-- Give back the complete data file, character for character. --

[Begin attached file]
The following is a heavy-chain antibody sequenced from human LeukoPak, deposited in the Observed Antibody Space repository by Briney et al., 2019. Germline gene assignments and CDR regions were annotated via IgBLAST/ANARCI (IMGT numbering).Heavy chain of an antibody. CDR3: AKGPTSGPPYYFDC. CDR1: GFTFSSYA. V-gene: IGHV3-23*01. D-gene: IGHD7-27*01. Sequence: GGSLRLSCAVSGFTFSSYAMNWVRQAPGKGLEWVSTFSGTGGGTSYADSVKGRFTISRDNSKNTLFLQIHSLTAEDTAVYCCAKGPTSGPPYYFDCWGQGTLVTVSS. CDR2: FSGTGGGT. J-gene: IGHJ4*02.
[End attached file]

The following is a heavy-chain antibody sequenced from human LeukoPak, deposited in the Observed Antibody Space repository by Briney et al., 2019. Germline gene assignments and CDR regions were annotated via IgBLAST/ANARCI (IMGT numbering).Heavy chain of an antibody. CDR3: AKGPTSGPPYYFDC. CDR1: GFTFSSYA. V-gene: IGHV3-23*01. D-gene: IGHD7-27*01. Sequence: GGSLRLSCAVSGFTFSSYAMNWVRQAPGKGLEWVSTFSGTGGGTSYADSVKGRFTISRDNSKNTLFLQIHSLTAEDTAVYCCAKGPTSGPPYYFDCWGQGTLVTVSS. CDR2: FSGTGGGT. J-gene: IGHJ4*02.